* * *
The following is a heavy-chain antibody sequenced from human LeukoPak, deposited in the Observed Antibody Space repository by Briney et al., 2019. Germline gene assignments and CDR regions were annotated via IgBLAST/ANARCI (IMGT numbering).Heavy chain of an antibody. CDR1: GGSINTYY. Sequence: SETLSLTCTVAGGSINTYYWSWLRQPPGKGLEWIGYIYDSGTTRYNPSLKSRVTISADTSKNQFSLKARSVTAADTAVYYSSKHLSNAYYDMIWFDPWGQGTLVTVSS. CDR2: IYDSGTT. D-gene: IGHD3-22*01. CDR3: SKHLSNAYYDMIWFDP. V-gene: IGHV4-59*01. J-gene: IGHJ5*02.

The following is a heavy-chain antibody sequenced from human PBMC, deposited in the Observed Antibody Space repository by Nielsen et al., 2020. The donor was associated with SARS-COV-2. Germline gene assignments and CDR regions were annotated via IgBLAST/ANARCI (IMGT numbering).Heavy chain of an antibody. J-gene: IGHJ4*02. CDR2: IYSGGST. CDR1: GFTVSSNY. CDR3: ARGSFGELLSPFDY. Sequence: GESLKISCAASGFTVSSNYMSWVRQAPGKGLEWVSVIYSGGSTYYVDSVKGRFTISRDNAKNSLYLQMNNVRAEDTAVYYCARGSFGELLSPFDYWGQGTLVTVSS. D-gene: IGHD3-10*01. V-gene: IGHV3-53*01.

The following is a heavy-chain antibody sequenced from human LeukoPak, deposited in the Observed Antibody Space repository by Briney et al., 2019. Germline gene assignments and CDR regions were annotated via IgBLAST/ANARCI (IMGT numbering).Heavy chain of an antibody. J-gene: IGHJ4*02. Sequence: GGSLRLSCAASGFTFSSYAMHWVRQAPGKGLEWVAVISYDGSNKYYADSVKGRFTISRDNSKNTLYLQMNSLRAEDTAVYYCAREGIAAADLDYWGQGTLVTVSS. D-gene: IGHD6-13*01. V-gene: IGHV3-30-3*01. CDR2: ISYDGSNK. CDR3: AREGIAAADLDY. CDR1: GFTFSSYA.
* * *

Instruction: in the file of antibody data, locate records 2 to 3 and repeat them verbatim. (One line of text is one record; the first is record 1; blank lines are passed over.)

The following is a heavy-chain antibody sequenced from human PBMC, deposited in the Observed Antibody Space repository by Nielsen et al., 2020. The donor was associated with SARS-COV-2. Germline gene assignments and CDR regions were annotated via IgBLAST/ANARCI (IMGT numbering).Heavy chain of an antibody. J-gene: IGHJ4*02. CDR2: IYSGGST. CDR1: GFTVSSNY. CDR3: ARGSFGELLSPFDY. Sequence: GESLKISCAASGFTVSSNYMSWVRQAPGKGLEWVSVIYSGGSTYYVDSVKGRFTISRDNAKNSLYLQMNNVRAEDTAVYYCARGSFGELLSPFDYWGQGTLVTVSS. D-gene: IGHD3-10*01. V-gene: IGHV3-53*01.

The following is a heavy-chain antibody sequenced from human LeukoPak, deposited in the Observed Antibody Space repository by Briney et al., 2019. Germline gene assignments and CDR regions were annotated via IgBLAST/ANARCI (IMGT numbering).Heavy chain of an antibody. J-gene: IGHJ4*02. Sequence: GGSLRLSCAASGFTFSSYAMHWVRQAPGKGLEWVAVISYDGSNKYYADSVKGRFTISRDNSKNTLYLQMNSLRAEDTAVYYCAREGIAAADLDYWGQGTLVTVSS. D-gene: IGHD6-13*01. V-gene: IGHV3-30-3*01. CDR2: ISYDGSNK. CDR3: AREGIAAADLDY. CDR1: GFTFSSYA.